Once the Olympics were televised, the race to improve the viewing experience began. Garrett Brown, the inventor of Steadicam, started designing cameras to better capture the action in sports. In the 1984 Olympics, he demoed the Skycam, a computer-controlled, stabilized, and cable-suspended camera system. In 1992, he debuted the first submarine tracking camera system called MobyCam, which was custom invented for the Summer Olympics. In 1996 he introduced the DiveCam, the first “dropping vertical camera system.” Following the path of a weighted tube, the DiveCam chased divers off the platform until they entered the water, and provided a mesmerizing new perspective. All of these cameras went on to be used in other spectator events such as the NFL, X Games, and Indian Cricket League, cementing the Olympics as a testing ground for innovative camera apparatuses. 

In 2012, TV took a back seat as social media took center stage and the London Olympics became known as the “Social Olympics.” While of course social media wasn’t developed solely for the Olympics, conversations on Facebook and Twitter revolved primarily around the London Games; according to Twitter, the 2012 Olympics generated 150 million tweets, with 10 athletes generating more than a million tweets of their own, including Usain Bolt and Michael Phelps.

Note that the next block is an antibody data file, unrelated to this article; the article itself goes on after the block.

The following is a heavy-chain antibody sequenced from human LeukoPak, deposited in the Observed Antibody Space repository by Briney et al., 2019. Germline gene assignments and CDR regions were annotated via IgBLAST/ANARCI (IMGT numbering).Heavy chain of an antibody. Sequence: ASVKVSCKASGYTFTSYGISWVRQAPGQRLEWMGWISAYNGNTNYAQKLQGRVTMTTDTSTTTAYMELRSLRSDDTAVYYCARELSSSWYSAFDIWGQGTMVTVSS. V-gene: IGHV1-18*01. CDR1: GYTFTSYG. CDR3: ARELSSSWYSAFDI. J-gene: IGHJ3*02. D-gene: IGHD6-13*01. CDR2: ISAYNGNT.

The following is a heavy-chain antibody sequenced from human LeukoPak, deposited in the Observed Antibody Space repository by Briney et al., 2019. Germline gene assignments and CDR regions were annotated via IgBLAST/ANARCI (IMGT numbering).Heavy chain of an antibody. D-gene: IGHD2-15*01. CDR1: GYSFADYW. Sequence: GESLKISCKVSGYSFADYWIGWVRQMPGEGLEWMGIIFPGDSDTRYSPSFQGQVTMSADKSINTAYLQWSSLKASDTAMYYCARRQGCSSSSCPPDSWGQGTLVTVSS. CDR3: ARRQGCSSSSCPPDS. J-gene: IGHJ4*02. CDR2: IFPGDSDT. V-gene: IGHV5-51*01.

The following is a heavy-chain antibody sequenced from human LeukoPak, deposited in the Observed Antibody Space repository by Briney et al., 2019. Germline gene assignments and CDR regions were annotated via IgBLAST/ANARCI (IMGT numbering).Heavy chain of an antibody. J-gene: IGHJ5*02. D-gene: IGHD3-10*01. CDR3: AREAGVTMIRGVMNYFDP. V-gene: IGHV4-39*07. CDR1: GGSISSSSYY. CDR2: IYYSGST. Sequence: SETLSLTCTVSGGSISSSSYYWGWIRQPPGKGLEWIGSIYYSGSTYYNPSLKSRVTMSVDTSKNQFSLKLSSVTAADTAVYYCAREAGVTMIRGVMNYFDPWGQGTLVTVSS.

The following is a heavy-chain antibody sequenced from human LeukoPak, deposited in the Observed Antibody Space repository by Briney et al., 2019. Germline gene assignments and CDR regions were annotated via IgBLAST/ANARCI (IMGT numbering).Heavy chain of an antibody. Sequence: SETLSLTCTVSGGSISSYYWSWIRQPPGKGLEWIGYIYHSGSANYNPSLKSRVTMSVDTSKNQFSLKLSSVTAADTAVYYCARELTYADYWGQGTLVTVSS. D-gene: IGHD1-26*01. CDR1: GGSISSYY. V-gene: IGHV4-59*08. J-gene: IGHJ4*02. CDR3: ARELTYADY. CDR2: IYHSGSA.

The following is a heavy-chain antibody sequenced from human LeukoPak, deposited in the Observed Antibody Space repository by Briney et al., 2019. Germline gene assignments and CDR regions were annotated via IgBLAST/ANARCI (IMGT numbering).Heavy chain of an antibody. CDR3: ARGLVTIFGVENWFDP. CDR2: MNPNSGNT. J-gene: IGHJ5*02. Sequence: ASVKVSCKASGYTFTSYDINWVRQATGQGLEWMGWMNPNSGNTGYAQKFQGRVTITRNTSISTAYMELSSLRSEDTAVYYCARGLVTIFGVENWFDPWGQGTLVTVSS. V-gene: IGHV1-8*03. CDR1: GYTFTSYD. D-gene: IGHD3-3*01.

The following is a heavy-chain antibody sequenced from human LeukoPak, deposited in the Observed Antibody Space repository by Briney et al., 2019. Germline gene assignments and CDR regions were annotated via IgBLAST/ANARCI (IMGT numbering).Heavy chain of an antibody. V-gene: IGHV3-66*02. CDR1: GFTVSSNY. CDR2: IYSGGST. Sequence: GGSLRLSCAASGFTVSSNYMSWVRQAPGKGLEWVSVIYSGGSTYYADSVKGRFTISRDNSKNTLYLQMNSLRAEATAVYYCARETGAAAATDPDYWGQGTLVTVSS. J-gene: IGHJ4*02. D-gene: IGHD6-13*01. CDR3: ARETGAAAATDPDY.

These social conversations helped shape a new type of fan experience,
allowing them to connect with athletes in a way that enhanced
the overall experience and made them feel closer to the action.